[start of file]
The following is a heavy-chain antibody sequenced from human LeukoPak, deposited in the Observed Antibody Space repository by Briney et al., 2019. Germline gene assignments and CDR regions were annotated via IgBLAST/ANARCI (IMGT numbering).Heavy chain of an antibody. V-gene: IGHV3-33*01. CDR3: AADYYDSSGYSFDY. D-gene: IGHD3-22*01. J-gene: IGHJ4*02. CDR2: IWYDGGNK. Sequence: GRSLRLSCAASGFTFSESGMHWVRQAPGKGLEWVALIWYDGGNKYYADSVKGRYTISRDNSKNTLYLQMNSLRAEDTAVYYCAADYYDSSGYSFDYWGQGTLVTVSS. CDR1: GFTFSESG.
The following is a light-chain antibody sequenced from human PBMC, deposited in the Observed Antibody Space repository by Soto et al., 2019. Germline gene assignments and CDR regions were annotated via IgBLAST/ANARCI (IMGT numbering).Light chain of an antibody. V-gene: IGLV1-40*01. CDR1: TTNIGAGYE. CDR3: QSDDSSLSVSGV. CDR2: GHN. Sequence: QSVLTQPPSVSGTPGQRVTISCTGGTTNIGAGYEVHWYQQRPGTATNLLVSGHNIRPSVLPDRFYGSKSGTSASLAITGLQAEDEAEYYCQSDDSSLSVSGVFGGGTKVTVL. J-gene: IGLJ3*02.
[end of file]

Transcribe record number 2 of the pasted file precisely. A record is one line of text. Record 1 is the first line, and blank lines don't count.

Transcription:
The following is a light-chain antibody sequenced from human PBMC, deposited in the Observed Antibody Space repository by Soto et al., 2019. Germline gene assignments and CDR regions were annotated via IgBLAST/ANARCI (IMGT numbering).Light chain of an antibody. V-gene: IGLV1-40*01. CDR1: TTNIGAGYE. CDR3: QSDDSSLSVSGV. CDR2: GHN. Sequence: QSVLTQPPSVSGTPGQRVTISCTGGTTNIGAGYEVHWYQQRPGTATNLLVSGHNIRPSVLPDRFYGSKSGTSASLAITGLQAEDEAEYYCQSDDSSLSVSGVFGGGTKVTVL. J-gene: IGLJ3*02.